Fallopia baldschuanica known as Russian Vine and Mile a Minute plant is very easy to grow, so easy you cannot stop it growing and it is invasive. This climber is very vigorous, in reality it can be rampant and hard to control. Ideal if you have a large space or structure you want to cover, but it comes with a gardening health warning as it grows quickly and can easily outgrow its welcome.
On the plus side, as the images show, it really has lovely delicate flowers and attractive foliage. It is a deciduous climbing plant, which means it is not evergreen and drops its leaves in the autumn. It looks good trailing over walls, as shown in the image below. It is very easy to grow, try stopping it; Russian Vine will grow almost anywhere although Fallopia do prefer sun where it will flower best, and with well-drained soil. It is tolerant of semi shade, and of poor soil and it is fully hardy down to H7. A rich soil will tend to produce more leaves than flowers. From this you can rightly guess it will grow pretty well anywhere.
In terms of how to grow Fallopia, it is really a case of plant it and watch it grow. It is self supporting by its tendrils and when newly planted, like all new plants, water it well initially to ensure it does not dry out. It will grow up to 12m which is around 40ft. Fallopia grows very fast and may smother any other plants in its way.
It is invasive in more than one way. It does grow very fast and will out compete anything in its way, scrambling its way to the top. However, it also has shoots which will not only twine but can force their way into cracks and spaces. This means if Russian Vine is grown over a structure, such as a shed, it can find its way into the building which is destructive to the structure and can cause problems.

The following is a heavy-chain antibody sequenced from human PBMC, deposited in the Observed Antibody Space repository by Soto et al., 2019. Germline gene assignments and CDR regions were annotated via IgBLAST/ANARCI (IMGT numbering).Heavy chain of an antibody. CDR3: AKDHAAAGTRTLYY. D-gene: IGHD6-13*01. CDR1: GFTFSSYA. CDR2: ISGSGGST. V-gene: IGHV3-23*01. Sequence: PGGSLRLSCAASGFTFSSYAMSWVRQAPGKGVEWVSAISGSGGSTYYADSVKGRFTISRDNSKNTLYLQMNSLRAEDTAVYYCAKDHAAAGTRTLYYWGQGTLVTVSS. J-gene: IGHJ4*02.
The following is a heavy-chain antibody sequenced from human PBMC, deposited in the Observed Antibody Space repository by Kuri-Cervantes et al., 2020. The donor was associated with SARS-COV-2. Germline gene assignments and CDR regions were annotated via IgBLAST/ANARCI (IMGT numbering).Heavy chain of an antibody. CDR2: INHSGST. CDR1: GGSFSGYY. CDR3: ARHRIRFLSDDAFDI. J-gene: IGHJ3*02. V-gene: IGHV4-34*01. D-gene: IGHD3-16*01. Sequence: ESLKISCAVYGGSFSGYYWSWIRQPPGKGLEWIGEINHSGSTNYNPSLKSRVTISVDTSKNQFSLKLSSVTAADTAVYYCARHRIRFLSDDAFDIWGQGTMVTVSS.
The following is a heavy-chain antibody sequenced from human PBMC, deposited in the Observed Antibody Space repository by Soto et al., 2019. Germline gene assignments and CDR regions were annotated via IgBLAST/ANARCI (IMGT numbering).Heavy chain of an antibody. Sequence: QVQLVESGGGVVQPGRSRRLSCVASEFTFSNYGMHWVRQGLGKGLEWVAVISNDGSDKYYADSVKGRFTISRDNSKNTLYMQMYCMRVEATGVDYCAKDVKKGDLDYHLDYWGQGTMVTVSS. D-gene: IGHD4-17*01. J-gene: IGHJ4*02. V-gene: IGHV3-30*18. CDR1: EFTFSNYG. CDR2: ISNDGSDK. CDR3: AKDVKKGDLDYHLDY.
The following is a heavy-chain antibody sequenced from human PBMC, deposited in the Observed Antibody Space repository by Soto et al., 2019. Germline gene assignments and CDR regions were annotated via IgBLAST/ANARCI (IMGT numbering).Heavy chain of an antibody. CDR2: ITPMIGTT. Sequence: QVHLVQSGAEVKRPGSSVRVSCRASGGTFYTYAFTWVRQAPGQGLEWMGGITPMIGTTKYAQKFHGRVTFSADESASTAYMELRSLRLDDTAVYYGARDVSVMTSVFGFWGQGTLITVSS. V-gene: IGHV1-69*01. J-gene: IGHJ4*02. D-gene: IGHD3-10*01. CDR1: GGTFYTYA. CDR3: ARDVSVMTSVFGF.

It belongs to pruning group 11 and can be pruned in the Spring. However, it would be hard work and optimistic to think that a Russian Vine could be kept in check by regular pruning. There not enough pruning hours in the day bearing in mind it can grow 12 meters in a season. It makes Wisteria look timid. Its size and fast growth means that it is a climber that you only plant if you really need this type of plant. I once inherited a Fallopia which grew over a not very well maintained out building, into which the vine quickly forced it's tendrils and within a short period of time the building became even less well maintained.
The Russian Vine, in common with some other vigorous, climbing plants, can cause damage to structures. In my outbuilding it forced its way into cracks and did cause some damage. Equally if you have a structure that you want hide, although deciduous, the Russian Vine will quickly do this. It is a woody climber which once established has very significant roots and thus not easy to remove if you decided it's the wrong plant.
If you inherit a "Mile a minute plant" and want to get rid of it there are two basic ways. If you garden organically it is the hard work route, firstly chopping it down and removing all traces. Then you have to dig out the root completely to stop it coming back. The alternative is to try and kill it with a weedkiller containing Glyphosate, which is found in many weed killers such as "Roundup", and it is likely you will need to reapply several times. Bear in mind as a weedkiller "Roundup" will kill everything it comes into contact with it needs to be used carefully.
Bear in mind also, that the other common name of Fallopia baldschuanica is the 'Mile a Minute' plant which says it all, and not for nothing is it also known as this.
It is tough, trouble free, long flowering and attractive to bees so the Russian Vine does have a lot going for it, but it can be uncontrollable and a very fast grower.
Still looking for the ideal climbing plant? Take a look at Climbing plants for ideas on all sorts of climbing plants including detailed advice on Clematis. On this and other pages there are images and growing advice for many popular climbing plants such as Wisteria, Honeysuckle, Passion flower, Ivy and many more.